Cage The Elephant have achieved a level of greatness in my
mind by doing merely two things; the Bowling Green, Kentucky band
have managed to put out one of the rawest, most straightforward, hook-laden
rock records of the year AND have managed to do it in a band with
one of the dumbest names in a genre of music that is littered with
completely absurd names.. I mean come on, Cage The Elephant? What
the fuck does that mean anyway? Is it a sexual reference? Is it some
southern slang for a drug I've never heard of? Did they just put words
in a hat and draw at random?
Who cares. The name is stupid but the album rocks. The record storms
out the gate, or should I say garage, with the song "In One Ear".
The tune is a stutter-step massive middle finger to all the haters,
critics and naysayers out there that constantly branded them as fakes.
Yes, I know this kind of song has existed since cavemen pounded rocks
together to make "music", but few bands have done it better.
The same can be said for the album. It sounds incredibly familiar.
If you have ever spent more then five minutes listening to The
Kinks, The Strokes, Beck, Led Zep, The
Hives, The Stones, The Kingsmen or any bands on
the hallowed Nuggets compilation then you've heard this album.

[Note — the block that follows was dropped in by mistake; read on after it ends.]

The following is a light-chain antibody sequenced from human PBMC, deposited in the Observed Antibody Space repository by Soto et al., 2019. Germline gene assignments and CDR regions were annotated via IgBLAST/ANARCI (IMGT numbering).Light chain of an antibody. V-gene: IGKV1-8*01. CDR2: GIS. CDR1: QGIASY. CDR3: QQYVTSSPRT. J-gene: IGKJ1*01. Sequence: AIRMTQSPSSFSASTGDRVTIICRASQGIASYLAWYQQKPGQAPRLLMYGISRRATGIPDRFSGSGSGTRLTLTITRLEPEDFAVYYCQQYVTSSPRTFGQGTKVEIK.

But that's entirely beside the point. This album is chock full of
good, catchy, snotty tunes that would play well in any dive bar in
America. " Free Love" is a total balls out psychedelic hippie
jam that could've been on the Woodstock soundtrack. The "big"
single " Ain't No Rest For The Wicked" is a snappy tune
that opens with Dobro slide guitar playing that would be welcomed
in The Delta or on 1960's English white boy blues sanctuary Kings
Row. The song, seemingly detailing the most psychologically trying
day of a young man's life, is as infectious as any blues Jack White
has cranked out. Hell, it's more infectious then Ebola. This is the
way of the entire album.
Matt Shultz's rap-ish/talking/singing delivery is more Jagger
and less Anthony Kiedis (thank god!) and it is solid throughout.
The writing is good and the songs tell stories that every man can
relate to, especially "Back Stabbin' Betty", the tale of
a man that has reached his limit when it comes to a woman that does
nothing but put him down. We've all been there. Right?
The long and short of it is if you are a fan of the revival movement
that is/was Garage Rock, you will flip your shit over this record.
If you are a hipster that hated said movement, you probably won't
like it but then again, you probably only like things that Pitchfork
likes. And if this is the case you more than likely despise rock unless
the word indie is front of it.
Cage The Elephant has tight, quality drumming by Jared Champion,
kickass bass lines, guitar work for days courtesy of Brad Shultz
and a singer that hits you hard like the bastard child of Ray Davies,
Mick Jagger and Johnny Rotten. I will stand by this record
and say it is more than just a marginal album with one or two marginal
singles on it that I will forget in a week. Cage The Elephant
is an awesome summer album and Cage The Elephant is a really good,
energetic band. With a really, really stupid name.
-Danny R. Phillips
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